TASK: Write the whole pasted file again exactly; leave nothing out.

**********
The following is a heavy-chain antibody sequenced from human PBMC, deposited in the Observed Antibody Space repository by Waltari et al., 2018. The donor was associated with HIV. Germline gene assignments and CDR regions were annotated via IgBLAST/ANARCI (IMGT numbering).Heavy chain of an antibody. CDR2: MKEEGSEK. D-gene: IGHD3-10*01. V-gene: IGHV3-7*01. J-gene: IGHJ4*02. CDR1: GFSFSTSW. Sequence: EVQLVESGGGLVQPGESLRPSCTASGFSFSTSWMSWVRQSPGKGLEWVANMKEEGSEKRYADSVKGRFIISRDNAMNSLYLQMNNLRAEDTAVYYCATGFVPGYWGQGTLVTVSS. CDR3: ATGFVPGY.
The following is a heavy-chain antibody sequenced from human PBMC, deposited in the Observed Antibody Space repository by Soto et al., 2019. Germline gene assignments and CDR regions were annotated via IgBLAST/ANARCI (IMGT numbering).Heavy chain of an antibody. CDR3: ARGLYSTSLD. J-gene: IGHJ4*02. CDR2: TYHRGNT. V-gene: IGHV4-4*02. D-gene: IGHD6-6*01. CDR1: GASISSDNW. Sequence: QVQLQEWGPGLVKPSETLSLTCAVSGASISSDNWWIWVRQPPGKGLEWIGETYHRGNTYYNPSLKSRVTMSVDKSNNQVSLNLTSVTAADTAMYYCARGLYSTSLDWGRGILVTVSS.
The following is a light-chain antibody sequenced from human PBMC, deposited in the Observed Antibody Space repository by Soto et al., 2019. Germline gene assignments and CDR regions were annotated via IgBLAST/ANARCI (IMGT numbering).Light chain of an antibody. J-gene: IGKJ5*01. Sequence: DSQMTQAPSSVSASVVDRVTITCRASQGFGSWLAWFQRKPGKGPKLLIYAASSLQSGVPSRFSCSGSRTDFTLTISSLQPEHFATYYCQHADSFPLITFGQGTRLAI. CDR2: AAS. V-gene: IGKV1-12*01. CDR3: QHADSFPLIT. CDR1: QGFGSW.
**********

The following is a heavy-chain antibody sequenced from human PBMC, deposited in the Observed Antibody Space repository by Waltari et al., 2018. The donor was associated with HIV. Germline gene assignments and CDR regions were annotated via IgBLAST/ANARCI (IMGT numbering).Heavy chain of an antibody. CDR2: MKEEGSEK. D-gene: IGHD3-10*01. V-gene: IGHV3-7*01. J-gene: IGHJ4*02. CDR1: GFSFSTSW. Sequence: EVQLVESGGGLVQPGESLRPSCTASGFSFSTSWMSWVRQSPGKGLEWVANMKEEGSEKRYADSVKGRFIISRDNAMNSLYLQMNNLRAEDTAVYYCATGFVPGYWGQGTLVTVSS. CDR3: ATGFVPGY.
The following is a heavy-chain antibody sequenced from human PBMC, deposited in the Observed Antibody Space repository by Soto et al., 2019. Germline gene assignments and CDR regions were annotated via IgBLAST/ANARCI (IMGT numbering).Heavy chain of an antibody. CDR3: ARGLYSTSLD. J-gene: IGHJ4*02. CDR2: TYHRGNT. V-gene: IGHV4-4*02. D-gene: IGHD6-6*01. CDR1: GASISSDNW. Sequence: QVQLQEWGPGLVKPSETLSLTCAVSGASISSDNWWIWVRQPPGKGLEWIGETYHRGNTYYNPSLKSRVTMSVDKSNNQVSLNLTSVTAADTAMYYCARGLYSTSLDWGRGILVTVSS.
The following is a light-chain antibody sequenced from human PBMC, deposited in the Observed Antibody Space repository by Soto et al., 2019. Germline gene assignments and CDR regions were annotated via IgBLAST/ANARCI (IMGT numbering).Light chain of an antibody. J-gene: IGKJ5*01. Sequence: DSQMTQAPSSVSASVVDRVTITCRASQGFGSWLAWFQRKPGKGPKLLIYAASSLQSGVPSRFSCSGSRTDFTLTISSLQPEHFATYYCQHADSFPLITFGQGTRLAI. CDR2: AAS. V-gene: IGKV1-12*01. CDR3: QHADSFPLIT. CDR1: QGFGSW.